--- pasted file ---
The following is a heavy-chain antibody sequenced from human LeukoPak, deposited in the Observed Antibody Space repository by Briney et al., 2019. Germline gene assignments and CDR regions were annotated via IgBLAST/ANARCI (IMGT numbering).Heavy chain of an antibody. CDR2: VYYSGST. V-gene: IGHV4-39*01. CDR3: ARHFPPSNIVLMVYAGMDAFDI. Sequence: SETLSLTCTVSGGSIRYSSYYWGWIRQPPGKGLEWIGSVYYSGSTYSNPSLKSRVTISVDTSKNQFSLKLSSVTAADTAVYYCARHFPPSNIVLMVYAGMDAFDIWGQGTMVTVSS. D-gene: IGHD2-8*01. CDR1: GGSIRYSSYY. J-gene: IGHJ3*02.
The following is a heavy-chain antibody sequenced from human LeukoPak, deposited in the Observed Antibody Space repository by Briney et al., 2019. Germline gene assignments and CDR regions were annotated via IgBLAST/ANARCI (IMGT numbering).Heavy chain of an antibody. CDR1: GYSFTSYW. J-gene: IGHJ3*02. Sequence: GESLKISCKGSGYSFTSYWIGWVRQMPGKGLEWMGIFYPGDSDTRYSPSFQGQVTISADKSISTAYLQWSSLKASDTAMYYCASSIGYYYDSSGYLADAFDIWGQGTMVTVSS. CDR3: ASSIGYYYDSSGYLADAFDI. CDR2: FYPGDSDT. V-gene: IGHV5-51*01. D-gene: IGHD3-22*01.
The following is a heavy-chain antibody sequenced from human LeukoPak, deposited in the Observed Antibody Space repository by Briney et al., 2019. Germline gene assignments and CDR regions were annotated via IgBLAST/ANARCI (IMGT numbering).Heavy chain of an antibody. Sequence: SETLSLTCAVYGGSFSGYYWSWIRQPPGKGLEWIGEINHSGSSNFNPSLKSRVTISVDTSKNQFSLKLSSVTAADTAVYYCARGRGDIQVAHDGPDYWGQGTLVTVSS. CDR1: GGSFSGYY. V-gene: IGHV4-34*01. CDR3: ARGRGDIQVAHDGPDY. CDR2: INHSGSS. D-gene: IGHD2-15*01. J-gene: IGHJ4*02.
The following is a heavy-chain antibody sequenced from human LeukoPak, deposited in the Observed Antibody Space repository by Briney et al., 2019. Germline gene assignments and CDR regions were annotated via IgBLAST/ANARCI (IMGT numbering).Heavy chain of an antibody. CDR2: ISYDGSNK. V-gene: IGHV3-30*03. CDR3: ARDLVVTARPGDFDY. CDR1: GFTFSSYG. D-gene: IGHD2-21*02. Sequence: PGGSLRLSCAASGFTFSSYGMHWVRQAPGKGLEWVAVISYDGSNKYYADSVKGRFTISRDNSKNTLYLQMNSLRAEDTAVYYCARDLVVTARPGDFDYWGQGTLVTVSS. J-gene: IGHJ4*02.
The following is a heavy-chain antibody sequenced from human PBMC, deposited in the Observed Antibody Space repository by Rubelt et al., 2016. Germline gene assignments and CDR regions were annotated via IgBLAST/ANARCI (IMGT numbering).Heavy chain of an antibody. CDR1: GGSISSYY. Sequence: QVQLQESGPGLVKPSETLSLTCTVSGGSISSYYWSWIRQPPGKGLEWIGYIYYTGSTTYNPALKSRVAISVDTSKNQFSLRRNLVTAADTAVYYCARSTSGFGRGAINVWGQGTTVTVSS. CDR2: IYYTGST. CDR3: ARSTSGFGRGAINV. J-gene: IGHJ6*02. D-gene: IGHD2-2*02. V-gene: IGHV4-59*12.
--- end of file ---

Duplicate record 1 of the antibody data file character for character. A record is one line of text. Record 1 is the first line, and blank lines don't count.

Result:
The following is a heavy-chain antibody sequenced from human LeukoPak, deposited in the Observed Antibody Space repository by Briney et al., 2019. Germline gene assignments and CDR regions were annotated via IgBLAST/ANARCI (IMGT numbering).Heavy chain of an antibody. CDR2: VYYSGST. V-gene: IGHV4-39*01. CDR3: ARHFPPSNIVLMVYAGMDAFDI. Sequence: SETLSLTCTVSGGSIRYSSYYWGWIRQPPGKGLEWIGSVYYSGSTYSNPSLKSRVTISVDTSKNQFSLKLSSVTAADTAVYYCARHFPPSNIVLMVYAGMDAFDIWGQGTMVTVSS. D-gene: IGHD2-8*01. CDR1: GGSIRYSSYY. J-gene: IGHJ3*02.